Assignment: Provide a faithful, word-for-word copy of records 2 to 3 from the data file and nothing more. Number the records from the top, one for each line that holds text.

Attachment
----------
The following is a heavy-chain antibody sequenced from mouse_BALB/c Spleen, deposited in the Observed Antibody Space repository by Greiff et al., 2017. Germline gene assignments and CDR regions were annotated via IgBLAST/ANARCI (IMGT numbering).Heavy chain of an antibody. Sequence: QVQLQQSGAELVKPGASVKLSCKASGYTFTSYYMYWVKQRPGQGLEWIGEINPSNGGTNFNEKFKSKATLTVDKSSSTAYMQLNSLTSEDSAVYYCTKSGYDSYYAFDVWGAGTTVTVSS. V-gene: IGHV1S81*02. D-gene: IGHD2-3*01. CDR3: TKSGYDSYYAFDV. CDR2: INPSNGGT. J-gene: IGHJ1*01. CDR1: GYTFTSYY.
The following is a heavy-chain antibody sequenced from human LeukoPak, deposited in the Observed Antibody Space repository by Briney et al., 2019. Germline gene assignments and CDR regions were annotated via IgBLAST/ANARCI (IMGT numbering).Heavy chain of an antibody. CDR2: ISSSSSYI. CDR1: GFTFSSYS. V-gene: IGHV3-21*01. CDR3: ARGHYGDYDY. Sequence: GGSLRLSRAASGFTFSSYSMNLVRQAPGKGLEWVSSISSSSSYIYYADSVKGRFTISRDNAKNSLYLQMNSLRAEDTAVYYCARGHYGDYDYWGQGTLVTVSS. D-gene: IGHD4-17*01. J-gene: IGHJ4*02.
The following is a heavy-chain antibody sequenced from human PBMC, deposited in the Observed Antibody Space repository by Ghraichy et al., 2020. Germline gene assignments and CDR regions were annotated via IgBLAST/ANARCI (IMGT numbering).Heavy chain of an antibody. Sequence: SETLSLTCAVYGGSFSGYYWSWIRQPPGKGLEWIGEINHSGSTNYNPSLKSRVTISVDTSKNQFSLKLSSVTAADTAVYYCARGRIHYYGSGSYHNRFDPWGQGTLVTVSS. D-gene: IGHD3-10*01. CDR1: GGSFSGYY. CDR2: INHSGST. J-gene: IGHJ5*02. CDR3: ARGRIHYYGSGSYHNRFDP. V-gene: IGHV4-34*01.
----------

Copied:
The following is a heavy-chain antibody sequenced from human LeukoPak, deposited in the Observed Antibody Space repository by Briney et al., 2019. Germline gene assignments and CDR regions were annotated via IgBLAST/ANARCI (IMGT numbering).Heavy chain of an antibody. CDR2: ISSSSSYI. CDR1: GFTFSSYS. V-gene: IGHV3-21*01. CDR3: ARGHYGDYDY. Sequence: GGSLRLSRAASGFTFSSYSMNLVRQAPGKGLEWVSSISSSSSYIYYADSVKGRFTISRDNAKNSLYLQMNSLRAEDTAVYYCARGHYGDYDYWGQGTLVTVSS. D-gene: IGHD4-17*01. J-gene: IGHJ4*02.
The following is a heavy-chain antibody sequenced from human PBMC, deposited in the Observed Antibody Space repository by Ghraichy et al., 2020. Germline gene assignments and CDR regions were annotated via IgBLAST/ANARCI (IMGT numbering).Heavy chain of an antibody. Sequence: SETLSLTCAVYGGSFSGYYWSWIRQPPGKGLEWIGEINHSGSTNYNPSLKSRVTISVDTSKNQFSLKLSSVTAADTAVYYCARGRIHYYGSGSYHNRFDPWGQGTLVTVSS. D-gene: IGHD3-10*01. CDR1: GGSFSGYY. CDR2: INHSGST. J-gene: IGHJ5*02. CDR3: ARGRIHYYGSGSYHNRFDP. V-gene: IGHV4-34*01.